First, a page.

Accordingly, if there is some a priori knowledge that an output of a floatingpoint operation is not going to be stored, for example on disk for later use, but is going to be processed by a subsequent floatingpoint operation in very near time, such data, which may be in a nonnormalized state, may be temporarily buffered in such an nonnormalized state for such subsequent floatingpoint operation. Accordingly, normalization may be done only at a final phase, thereby reducing the amount of circuitry required to perform the desired series of operations, as well as the amount of time required to process the data.
The inventive circuits and methods (e.g., as shown in
1.000000000001*2^{−12}−
1.0*2^{−12}+
1.0*2^{−12 }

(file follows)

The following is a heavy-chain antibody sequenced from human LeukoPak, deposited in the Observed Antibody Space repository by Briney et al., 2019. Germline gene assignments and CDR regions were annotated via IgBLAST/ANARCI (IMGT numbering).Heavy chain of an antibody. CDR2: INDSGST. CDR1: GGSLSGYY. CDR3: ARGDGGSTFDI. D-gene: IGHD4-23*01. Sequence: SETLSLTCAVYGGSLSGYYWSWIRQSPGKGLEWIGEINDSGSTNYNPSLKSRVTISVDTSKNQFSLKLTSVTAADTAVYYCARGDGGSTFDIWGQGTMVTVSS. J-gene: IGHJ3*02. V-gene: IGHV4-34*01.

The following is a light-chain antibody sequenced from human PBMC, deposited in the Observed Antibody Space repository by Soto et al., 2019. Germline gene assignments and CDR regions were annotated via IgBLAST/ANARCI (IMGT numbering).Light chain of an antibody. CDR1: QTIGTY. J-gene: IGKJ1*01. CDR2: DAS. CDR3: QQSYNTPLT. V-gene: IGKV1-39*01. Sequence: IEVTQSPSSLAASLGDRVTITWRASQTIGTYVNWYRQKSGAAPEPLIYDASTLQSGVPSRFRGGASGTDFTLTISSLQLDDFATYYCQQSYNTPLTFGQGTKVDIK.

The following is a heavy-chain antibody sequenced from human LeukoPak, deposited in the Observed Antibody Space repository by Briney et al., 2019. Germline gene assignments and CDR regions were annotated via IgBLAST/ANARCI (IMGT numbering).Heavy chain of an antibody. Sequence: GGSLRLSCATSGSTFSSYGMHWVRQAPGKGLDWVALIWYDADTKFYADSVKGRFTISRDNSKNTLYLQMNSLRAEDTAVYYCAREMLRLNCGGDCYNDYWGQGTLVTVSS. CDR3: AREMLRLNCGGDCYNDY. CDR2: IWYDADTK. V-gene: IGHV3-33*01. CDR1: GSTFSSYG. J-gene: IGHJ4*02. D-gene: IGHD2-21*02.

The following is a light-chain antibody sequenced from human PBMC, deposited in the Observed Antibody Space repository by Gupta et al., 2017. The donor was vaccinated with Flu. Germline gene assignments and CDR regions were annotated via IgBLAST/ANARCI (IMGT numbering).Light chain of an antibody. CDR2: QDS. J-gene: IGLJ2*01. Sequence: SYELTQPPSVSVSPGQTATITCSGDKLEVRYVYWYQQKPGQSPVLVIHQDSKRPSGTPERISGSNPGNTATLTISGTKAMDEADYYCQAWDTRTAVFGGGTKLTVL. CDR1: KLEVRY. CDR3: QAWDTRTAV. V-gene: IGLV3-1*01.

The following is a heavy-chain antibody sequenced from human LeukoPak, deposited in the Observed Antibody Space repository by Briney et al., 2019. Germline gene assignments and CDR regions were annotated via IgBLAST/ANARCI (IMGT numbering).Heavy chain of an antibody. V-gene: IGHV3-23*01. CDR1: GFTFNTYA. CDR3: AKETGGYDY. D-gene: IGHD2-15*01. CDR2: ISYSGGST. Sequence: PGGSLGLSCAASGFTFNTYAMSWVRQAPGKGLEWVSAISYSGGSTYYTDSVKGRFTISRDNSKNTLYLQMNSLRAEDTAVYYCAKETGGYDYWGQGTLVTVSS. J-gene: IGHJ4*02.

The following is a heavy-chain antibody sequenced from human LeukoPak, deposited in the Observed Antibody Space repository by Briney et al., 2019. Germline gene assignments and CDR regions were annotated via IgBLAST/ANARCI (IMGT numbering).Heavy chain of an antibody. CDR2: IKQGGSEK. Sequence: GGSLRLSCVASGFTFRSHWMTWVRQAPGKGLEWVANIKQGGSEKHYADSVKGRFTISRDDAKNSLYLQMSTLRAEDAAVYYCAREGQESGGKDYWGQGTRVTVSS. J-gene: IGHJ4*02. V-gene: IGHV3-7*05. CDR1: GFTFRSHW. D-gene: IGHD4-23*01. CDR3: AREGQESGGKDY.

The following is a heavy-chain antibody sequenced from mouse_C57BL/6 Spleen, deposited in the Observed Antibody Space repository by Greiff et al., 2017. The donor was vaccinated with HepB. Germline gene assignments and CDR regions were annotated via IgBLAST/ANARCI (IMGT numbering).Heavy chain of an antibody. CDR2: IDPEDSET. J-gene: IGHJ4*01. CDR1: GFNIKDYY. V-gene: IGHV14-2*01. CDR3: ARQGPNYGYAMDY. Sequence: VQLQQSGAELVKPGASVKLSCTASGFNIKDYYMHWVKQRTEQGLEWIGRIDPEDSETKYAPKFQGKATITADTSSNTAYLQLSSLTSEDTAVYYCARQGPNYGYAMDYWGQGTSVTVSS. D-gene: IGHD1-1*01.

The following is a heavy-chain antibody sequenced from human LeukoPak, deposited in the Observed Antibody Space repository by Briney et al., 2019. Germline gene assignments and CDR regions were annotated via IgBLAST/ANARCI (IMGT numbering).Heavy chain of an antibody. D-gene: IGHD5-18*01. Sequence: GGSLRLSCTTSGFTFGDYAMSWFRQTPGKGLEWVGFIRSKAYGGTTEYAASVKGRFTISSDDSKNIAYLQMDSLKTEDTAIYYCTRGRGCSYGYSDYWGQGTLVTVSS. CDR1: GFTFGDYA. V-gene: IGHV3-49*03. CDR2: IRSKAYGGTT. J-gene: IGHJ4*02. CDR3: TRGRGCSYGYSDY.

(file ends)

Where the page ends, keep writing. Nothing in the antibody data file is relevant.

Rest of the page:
The exact value of this sum should be 1.0000000000001*2^{−12 }which equals the original input value. The output from the first subtraction is 0.000000000001*2^{−12}. This would be normalized into the form of 1.0*2^{−24}. This value is considered invalid, since its exponent is less than the defined range of exponents (assumed to be −15 to 15 for this example). In IEEE745 notation this is considered “not a number” (NAN). When a NAN is added to any other value it produces a NAN. Thus, using standard floating point processing the calculated value from this operation would be NAN. Using the OFPUs as defined above where no normalization occurs until needed, the output of the first operation (0.000000000001*2^{−12}) could be successfully added to the final value (1.0*2^{−12}) to obtain the correct value 1.0000000000001*2^{−12}. The ability to not normalize a value until it is returned or written to memory allows the correct precision to be maintained such that a valid answer is produced. This is due to the fact that the exponent of any intermediate value never goes beyond the defined minimum or maximum allowable value. In less extreme examples, precision of the result may be lost as a result of the interim normalization, without the value being considered NAN. In either case, the designation of the result as an NAN or the loss of precision is overcome by the circuits and methods described here.